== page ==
Schools that operate with all proper COVID-19 precautions in place have found scant transmission of the virus, according to a new study from the Centers for Disease Control and Prevention.

  • However, some indoor athletics have led to infections, the study said. So schools should limit athletics if they want to open safely, the study said.
Poll: Growing numbers of Utahns say it’s safe for kids to be back in classrooms

What happened?

The CDC recently reviewed data from studies in the United States and across the world to find that schools had a different experience with COVID-19 compared to businesses and nursing homes.

Three CDC researchers wrote about the findings in a piece in the Journal of the American Medical Association.

  • “The preponderance of available evidence from the fall school semester has been reassuring,” the researchers wrote. “There has been little evidence that schools have contributed meaningfully to increased community transmission.”

More evidence

The findings come as a separate study from the CDC found that seven out of 191 coronavirus cases in the study were linked to school spread. The researchers in that study made it clear that teachers, students and staff always wore masks, according to The Washington Post.

  • “The conclusion here is with proper prevention efforts ... we can keep transmission in schools and educational settings quite low,” said Margaret A. Honein, the lead author of the JAMA report on that second study. “We didn’t know that at the beginning of the year but the data has really accumulated.”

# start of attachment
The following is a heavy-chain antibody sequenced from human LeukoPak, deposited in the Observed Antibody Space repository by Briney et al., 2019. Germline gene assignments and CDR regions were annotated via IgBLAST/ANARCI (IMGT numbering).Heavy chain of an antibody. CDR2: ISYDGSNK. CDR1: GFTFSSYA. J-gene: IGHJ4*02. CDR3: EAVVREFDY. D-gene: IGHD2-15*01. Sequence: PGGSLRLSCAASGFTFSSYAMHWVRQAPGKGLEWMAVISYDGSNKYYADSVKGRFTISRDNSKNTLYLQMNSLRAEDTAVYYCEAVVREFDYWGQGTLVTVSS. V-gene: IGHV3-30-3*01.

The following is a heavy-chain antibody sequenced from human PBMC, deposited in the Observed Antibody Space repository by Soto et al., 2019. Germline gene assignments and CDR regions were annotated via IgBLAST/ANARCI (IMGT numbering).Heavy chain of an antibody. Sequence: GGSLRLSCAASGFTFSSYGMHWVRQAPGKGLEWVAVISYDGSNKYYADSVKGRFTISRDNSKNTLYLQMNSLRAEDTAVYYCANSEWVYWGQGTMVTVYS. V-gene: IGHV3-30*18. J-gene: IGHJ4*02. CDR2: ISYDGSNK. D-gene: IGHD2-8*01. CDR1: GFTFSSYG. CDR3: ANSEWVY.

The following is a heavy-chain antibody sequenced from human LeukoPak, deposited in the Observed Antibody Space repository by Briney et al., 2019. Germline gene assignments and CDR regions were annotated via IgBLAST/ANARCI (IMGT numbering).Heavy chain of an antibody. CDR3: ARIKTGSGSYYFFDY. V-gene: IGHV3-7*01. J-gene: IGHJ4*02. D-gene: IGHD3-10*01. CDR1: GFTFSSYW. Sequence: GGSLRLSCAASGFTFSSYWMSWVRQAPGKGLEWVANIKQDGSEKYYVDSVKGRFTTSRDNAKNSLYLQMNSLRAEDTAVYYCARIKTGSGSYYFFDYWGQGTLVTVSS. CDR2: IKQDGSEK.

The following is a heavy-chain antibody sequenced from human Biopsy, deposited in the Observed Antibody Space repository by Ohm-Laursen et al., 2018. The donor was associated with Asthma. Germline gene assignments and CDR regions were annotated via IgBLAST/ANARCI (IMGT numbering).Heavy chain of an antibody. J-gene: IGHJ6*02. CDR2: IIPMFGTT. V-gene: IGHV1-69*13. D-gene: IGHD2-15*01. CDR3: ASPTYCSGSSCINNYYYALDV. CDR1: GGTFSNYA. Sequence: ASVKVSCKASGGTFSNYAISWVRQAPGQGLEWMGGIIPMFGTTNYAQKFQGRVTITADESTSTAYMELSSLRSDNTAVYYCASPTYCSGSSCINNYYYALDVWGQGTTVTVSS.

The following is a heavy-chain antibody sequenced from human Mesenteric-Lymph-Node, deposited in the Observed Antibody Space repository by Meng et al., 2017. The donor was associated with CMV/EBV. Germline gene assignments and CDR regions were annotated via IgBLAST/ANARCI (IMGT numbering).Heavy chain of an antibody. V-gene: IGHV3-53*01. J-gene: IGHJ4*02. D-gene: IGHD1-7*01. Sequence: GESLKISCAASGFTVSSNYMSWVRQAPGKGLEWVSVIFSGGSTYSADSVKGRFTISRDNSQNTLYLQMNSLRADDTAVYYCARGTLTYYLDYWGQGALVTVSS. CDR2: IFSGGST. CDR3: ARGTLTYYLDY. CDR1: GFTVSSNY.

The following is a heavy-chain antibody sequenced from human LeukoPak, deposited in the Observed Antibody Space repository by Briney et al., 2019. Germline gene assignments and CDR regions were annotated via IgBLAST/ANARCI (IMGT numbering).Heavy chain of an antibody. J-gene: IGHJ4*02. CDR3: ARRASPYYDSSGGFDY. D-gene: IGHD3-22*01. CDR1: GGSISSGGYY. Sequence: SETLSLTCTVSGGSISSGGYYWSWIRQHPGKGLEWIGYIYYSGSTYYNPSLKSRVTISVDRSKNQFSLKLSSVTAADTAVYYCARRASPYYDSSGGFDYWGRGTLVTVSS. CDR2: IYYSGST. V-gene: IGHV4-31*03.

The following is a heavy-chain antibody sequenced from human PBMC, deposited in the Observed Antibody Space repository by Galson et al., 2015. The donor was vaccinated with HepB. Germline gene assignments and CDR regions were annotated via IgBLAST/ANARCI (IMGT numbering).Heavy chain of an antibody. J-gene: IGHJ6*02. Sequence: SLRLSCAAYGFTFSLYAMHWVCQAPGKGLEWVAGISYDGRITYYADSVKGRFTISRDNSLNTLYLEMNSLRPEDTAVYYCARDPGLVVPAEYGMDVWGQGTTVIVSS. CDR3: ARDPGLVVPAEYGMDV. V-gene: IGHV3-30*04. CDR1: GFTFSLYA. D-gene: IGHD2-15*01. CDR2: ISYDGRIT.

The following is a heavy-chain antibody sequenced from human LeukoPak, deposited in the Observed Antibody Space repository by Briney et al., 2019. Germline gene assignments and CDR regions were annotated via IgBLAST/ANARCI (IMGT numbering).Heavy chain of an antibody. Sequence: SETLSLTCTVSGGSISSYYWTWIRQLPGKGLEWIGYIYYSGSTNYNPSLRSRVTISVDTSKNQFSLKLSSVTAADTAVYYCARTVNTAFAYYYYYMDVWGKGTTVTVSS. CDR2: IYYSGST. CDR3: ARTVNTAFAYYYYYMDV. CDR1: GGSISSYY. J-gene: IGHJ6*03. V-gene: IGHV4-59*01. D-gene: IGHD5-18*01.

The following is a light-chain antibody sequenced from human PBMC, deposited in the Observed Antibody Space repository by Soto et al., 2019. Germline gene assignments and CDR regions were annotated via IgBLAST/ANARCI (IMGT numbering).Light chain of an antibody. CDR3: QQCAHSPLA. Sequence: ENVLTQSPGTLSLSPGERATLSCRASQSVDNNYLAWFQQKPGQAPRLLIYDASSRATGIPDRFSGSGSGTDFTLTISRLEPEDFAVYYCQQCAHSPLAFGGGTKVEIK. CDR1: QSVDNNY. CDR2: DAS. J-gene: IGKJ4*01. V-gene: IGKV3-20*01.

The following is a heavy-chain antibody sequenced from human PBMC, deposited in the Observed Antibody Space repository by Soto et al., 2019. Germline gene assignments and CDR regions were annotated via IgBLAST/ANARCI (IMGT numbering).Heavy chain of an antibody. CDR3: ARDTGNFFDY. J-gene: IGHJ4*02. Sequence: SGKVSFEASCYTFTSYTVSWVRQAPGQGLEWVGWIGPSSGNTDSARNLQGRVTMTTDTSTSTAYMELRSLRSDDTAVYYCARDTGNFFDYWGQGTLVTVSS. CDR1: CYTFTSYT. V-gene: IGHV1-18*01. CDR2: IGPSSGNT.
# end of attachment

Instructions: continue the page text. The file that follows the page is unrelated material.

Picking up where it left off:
Nearly 2,000 COVID-19 cases associated with Utah schools since start of school year

Key quote

“Back in August and September, we did not have a lot of data on whether or not we would see the same sort of rapid spread in schools that we had seen in other high-density work sites or residential sites,” said Margaret Honein, a member of the CDC’s COVID-19 emergency response team, according to The New York Times. “But there is accumulating data now that with high face mask compliance, and distancing and cohorting of students to minimize the total number of contacts, we can minimize the amount of transmission in schools.”


As The New York Times reports, local officials should be keeping infection rates low in their community, too. Smaller spread among the community will lead to less spread in the schools, they argue.

  • Officials should consider adding limits to indoor dining, bars and gyms with poor ventilation if they want to keep the spread low in their communities, according to The New York Times.